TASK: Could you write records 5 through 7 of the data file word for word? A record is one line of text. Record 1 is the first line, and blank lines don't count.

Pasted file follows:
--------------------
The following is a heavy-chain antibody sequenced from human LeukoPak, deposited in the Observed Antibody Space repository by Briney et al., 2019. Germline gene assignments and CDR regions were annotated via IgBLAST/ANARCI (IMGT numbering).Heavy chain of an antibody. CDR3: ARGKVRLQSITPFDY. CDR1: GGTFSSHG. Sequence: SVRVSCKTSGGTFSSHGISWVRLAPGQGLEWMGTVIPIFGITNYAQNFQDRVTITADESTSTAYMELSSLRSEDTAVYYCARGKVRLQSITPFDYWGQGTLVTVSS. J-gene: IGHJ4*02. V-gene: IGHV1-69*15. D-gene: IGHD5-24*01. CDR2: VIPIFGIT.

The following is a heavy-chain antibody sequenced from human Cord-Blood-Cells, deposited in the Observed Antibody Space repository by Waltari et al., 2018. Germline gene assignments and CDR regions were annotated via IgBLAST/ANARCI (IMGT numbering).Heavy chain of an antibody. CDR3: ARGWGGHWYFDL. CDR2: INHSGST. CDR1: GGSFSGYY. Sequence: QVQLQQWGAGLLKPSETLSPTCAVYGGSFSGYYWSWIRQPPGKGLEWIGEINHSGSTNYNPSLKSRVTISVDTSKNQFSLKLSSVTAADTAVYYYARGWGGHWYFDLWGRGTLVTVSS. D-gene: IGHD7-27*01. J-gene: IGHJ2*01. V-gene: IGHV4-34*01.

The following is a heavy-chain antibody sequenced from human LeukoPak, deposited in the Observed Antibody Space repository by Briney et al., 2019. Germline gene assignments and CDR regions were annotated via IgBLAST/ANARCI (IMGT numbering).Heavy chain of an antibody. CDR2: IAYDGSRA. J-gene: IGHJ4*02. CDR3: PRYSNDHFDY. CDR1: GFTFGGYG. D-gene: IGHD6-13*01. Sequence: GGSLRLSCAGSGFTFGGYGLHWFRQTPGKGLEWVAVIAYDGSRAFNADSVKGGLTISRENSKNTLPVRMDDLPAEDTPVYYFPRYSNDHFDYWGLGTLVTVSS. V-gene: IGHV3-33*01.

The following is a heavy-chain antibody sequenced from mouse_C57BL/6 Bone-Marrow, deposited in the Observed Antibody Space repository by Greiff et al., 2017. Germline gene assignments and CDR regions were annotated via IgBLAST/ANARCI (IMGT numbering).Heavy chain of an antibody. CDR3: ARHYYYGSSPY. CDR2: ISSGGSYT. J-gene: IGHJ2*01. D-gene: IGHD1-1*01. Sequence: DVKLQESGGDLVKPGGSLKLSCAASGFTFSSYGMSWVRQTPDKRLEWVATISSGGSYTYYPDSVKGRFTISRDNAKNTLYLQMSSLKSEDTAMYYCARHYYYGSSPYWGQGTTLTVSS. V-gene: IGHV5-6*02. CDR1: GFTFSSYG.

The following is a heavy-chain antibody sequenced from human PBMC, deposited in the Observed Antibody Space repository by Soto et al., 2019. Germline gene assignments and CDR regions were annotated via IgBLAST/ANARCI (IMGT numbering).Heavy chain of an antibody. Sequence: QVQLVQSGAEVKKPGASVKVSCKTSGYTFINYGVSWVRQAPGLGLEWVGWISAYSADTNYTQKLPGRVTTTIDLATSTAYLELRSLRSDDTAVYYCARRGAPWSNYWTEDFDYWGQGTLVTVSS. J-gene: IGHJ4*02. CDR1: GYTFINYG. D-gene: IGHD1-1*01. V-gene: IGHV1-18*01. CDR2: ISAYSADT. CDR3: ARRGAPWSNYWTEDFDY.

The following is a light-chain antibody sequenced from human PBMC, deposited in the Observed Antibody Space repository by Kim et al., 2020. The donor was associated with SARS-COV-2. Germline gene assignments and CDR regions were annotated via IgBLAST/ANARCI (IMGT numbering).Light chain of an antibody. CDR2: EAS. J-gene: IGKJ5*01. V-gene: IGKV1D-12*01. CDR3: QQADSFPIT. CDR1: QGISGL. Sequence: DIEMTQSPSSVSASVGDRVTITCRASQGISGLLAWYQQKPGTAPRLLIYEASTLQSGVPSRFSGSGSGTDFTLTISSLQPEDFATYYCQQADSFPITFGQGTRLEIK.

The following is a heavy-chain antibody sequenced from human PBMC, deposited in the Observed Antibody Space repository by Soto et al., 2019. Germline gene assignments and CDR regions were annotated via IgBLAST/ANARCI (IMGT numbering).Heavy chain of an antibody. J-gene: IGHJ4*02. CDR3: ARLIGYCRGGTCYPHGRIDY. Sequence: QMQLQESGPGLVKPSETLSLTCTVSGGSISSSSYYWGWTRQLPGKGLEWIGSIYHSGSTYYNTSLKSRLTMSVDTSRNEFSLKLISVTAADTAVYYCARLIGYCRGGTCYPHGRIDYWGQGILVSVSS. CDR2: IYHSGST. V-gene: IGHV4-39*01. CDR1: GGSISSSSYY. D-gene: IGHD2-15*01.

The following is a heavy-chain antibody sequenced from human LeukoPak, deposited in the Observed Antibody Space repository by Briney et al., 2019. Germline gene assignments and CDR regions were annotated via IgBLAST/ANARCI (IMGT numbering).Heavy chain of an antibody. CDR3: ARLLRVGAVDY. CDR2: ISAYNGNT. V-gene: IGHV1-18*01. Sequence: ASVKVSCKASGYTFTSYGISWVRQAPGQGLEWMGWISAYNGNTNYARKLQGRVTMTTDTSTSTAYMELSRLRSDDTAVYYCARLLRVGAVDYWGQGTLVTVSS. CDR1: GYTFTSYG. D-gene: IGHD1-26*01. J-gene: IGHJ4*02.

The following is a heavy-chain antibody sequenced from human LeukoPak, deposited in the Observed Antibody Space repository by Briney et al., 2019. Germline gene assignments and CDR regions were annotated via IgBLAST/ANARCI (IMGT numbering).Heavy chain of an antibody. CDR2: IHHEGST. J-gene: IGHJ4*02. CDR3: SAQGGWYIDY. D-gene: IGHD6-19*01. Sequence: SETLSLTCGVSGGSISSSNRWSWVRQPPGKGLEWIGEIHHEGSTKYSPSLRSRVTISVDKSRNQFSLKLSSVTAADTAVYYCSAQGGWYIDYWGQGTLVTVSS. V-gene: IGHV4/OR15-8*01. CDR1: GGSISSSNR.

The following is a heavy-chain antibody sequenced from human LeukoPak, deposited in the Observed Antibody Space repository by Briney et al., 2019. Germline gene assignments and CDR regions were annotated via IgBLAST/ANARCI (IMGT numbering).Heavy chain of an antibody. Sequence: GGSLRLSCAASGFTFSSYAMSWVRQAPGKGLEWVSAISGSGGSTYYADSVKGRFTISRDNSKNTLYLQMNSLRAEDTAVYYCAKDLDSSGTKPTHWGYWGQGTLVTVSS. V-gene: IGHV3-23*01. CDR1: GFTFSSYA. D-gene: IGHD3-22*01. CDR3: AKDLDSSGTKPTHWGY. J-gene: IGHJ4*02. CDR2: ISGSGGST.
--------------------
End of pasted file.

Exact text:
The following is a heavy-chain antibody sequenced from human PBMC, deposited in the Observed Antibody Space repository by Soto et al., 2019. Germline gene assignments and CDR regions were annotated via IgBLAST/ANARCI (IMGT numbering).Heavy chain of an antibody. Sequence: QVQLVQSGAEVKKPGASVKVSCKTSGYTFINYGVSWVRQAPGLGLEWVGWISAYSADTNYTQKLPGRVTTTIDLATSTAYLELRSLRSDDTAVYYCARRGAPWSNYWTEDFDYWGQGTLVTVSS. J-gene: IGHJ4*02. CDR1: GYTFINYG. D-gene: IGHD1-1*01. V-gene: IGHV1-18*01. CDR2: ISAYSADT. CDR3: ARRGAPWSNYWTEDFDY.

The following is a light-chain antibody sequenced from human PBMC, deposited in the Observed Antibody Space repository by Kim et al., 2020. The donor was associated with SARS-COV-2. Germline gene assignments and CDR regions were annotated via IgBLAST/ANARCI (IMGT numbering).Light chain of an antibody. CDR2: EAS. J-gene: IGKJ5*01. V-gene: IGKV1D-12*01. CDR3: QQADSFPIT. CDR1: QGISGL. Sequence: DIEMTQSPSSVSASVGDRVTITCRASQGISGLLAWYQQKPGTAPRLLIYEASTLQSGVPSRFSGSGSGTDFTLTISSLQPEDFATYYCQQADSFPITFGQGTRLEIK.

The following is a heavy-chain antibody sequenced from human PBMC, deposited in the Observed Antibody Space repository by Soto et al., 2019. Germline gene assignments and CDR regions were annotated via IgBLAST/ANARCI (IMGT numbering).Heavy chain of an antibody. J-gene: IGHJ4*02. CDR3: ARLIGYCRGGTCYPHGRIDY. Sequence: QMQLQESGPGLVKPSETLSLTCTVSGGSISSSSYYWGWTRQLPGKGLEWIGSIYHSGSTYYNTSLKSRLTMSVDTSRNEFSLKLISVTAADTAVYYCARLIGYCRGGTCYPHGRIDYWGQGILVSVSS. CDR2: IYHSGST. V-gene: IGHV4-39*01. CDR1: GGSISSSSYY. D-gene: IGHD2-15*01.